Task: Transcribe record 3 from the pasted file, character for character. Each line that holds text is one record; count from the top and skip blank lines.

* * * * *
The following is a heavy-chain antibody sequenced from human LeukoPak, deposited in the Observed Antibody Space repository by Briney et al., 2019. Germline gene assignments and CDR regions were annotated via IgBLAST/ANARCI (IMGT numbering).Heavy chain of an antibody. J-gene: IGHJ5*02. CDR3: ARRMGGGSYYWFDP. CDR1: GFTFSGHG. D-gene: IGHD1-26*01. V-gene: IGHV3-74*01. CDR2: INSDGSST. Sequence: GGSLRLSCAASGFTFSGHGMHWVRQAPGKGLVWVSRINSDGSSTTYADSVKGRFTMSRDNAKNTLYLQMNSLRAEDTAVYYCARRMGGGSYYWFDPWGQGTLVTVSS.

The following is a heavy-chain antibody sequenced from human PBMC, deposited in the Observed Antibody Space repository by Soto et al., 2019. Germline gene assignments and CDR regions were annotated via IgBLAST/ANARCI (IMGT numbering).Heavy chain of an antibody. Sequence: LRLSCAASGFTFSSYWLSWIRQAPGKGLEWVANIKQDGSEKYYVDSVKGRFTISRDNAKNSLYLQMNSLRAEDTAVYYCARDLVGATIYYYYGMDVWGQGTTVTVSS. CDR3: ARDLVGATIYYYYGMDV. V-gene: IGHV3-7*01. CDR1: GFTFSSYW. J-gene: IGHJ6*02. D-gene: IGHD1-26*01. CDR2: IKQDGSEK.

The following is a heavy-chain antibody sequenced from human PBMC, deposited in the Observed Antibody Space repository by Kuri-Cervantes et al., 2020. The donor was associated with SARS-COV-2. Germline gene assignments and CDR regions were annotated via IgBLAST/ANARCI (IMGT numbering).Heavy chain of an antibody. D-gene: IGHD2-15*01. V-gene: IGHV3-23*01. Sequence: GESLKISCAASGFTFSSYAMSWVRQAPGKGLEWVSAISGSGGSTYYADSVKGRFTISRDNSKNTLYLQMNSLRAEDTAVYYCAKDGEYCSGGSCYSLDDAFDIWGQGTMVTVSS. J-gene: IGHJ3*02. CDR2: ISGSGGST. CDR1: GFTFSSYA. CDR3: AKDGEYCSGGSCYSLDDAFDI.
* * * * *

The following is a heavy-chain antibody sequenced from human PBMC, deposited in the Observed Antibody Space repository by Kuri-Cervantes et al., 2020. The donor was associated with SARS-COV-2. Germline gene assignments and CDR regions were annotated via IgBLAST/ANARCI (IMGT numbering).Heavy chain of an antibody. D-gene: IGHD2-15*01. V-gene: IGHV3-23*01. Sequence: GESLKISCAASGFTFSSYAMSWVRQAPGKGLEWVSAISGSGGSTYYADSVKGRFTISRDNSKNTLYLQMNSLRAEDTAVYYCAKDGEYCSGGSCYSLDDAFDIWGQGTMVTVSS. J-gene: IGHJ3*02. CDR2: ISGSGGST. CDR1: GFTFSSYA. CDR3: AKDGEYCSGGSCYSLDDAFDI.